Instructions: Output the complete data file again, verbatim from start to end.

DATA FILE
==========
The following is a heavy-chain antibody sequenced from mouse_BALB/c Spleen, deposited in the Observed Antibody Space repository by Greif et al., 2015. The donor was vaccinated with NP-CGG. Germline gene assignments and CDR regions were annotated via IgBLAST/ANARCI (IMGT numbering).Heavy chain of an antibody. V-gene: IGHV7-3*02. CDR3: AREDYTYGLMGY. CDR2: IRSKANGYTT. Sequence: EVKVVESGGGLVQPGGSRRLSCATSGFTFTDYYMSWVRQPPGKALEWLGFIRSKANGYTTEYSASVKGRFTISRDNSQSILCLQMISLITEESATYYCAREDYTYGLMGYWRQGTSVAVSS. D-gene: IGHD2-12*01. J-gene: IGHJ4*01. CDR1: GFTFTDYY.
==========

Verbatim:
The following is a heavy-chain antibody sequenced from mouse_BALB/c Spleen, deposited in the Observed Antibody Space repository by Greif et al., 2015. The donor was vaccinated with NP-CGG. Germline gene assignments and CDR regions were annotated via IgBLAST/ANARCI (IMGT numbering).Heavy chain of an antibody. V-gene: IGHV7-3*02. CDR3: AREDYTYGLMGY. CDR2: IRSKANGYTT. Sequence: EVKVVESGGGLVQPGGSRRLSCATSGFTFTDYYMSWVRQPPGKALEWLGFIRSKANGYTTEYSASVKGRFTISRDNSQSILCLQMISLITEESATYYCAREDYTYGLMGYWRQGTSVAVSS. D-gene: IGHD2-12*01. J-gene: IGHJ4*01. CDR1: GFTFTDYY.